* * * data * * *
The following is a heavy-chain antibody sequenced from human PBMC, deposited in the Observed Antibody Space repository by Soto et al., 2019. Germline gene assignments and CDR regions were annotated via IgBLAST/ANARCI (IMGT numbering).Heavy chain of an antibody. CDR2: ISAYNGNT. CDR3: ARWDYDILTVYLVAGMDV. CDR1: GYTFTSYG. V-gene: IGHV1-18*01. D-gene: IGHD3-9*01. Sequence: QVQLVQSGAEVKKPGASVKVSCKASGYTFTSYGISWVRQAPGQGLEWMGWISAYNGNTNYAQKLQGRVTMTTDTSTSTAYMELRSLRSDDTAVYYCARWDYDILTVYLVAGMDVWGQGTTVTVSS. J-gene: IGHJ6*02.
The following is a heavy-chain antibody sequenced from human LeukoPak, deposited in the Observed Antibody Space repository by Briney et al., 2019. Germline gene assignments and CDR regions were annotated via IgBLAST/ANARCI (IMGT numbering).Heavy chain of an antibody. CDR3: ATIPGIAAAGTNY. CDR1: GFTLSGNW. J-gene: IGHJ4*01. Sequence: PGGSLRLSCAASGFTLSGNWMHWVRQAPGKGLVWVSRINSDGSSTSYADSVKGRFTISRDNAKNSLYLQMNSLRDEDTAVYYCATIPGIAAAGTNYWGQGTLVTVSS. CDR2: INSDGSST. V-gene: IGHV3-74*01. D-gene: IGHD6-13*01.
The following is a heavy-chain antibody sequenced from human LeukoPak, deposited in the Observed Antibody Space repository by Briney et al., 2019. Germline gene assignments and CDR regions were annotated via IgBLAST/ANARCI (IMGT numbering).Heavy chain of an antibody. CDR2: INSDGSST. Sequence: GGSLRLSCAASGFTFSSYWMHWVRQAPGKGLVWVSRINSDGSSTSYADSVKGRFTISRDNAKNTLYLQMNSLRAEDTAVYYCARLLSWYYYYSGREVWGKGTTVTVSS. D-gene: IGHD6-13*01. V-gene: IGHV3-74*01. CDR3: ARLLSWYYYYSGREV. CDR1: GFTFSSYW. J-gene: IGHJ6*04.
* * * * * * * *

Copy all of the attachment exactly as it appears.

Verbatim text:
The following is a heavy-chain antibody sequenced from human PBMC, deposited in the Observed Antibody Space repository by Soto et al., 2019. Germline gene assignments and CDR regions were annotated via IgBLAST/ANARCI (IMGT numbering).Heavy chain of an antibody. CDR2: ISAYNGNT. CDR3: ARWDYDILTVYLVAGMDV. CDR1: GYTFTSYG. V-gene: IGHV1-18*01. D-gene: IGHD3-9*01. Sequence: QVQLVQSGAEVKKPGASVKVSCKASGYTFTSYGISWVRQAPGQGLEWMGWISAYNGNTNYAQKLQGRVTMTTDTSTSTAYMELRSLRSDDTAVYYCARWDYDILTVYLVAGMDVWGQGTTVTVSS. J-gene: IGHJ6*02.
The following is a heavy-chain antibody sequenced from human LeukoPak, deposited in the Observed Antibody Space repository by Briney et al., 2019. Germline gene assignments and CDR regions were annotated via IgBLAST/ANARCI (IMGT numbering).Heavy chain of an antibody. CDR3: ATIPGIAAAGTNY. CDR1: GFTLSGNW. J-gene: IGHJ4*01. Sequence: PGGSLRLSCAASGFTLSGNWMHWVRQAPGKGLVWVSRINSDGSSTSYADSVKGRFTISRDNAKNSLYLQMNSLRDEDTAVYYCATIPGIAAAGTNYWGQGTLVTVSS. CDR2: INSDGSST. V-gene: IGHV3-74*01. D-gene: IGHD6-13*01.
The following is a heavy-chain antibody sequenced from human LeukoPak, deposited in the Observed Antibody Space repository by Briney et al., 2019. Germline gene assignments and CDR regions were annotated via IgBLAST/ANARCI (IMGT numbering).Heavy chain of an antibody. CDR2: INSDGSST. Sequence: GGSLRLSCAASGFTFSSYWMHWVRQAPGKGLVWVSRINSDGSSTSYADSVKGRFTISRDNAKNTLYLQMNSLRAEDTAVYYCARLLSWYYYYSGREVWGKGTTVTVSS. D-gene: IGHD6-13*01. V-gene: IGHV3-74*01. CDR3: ARLLSWYYYYSGREV. CDR1: GFTFSSYW. J-gene: IGHJ6*04.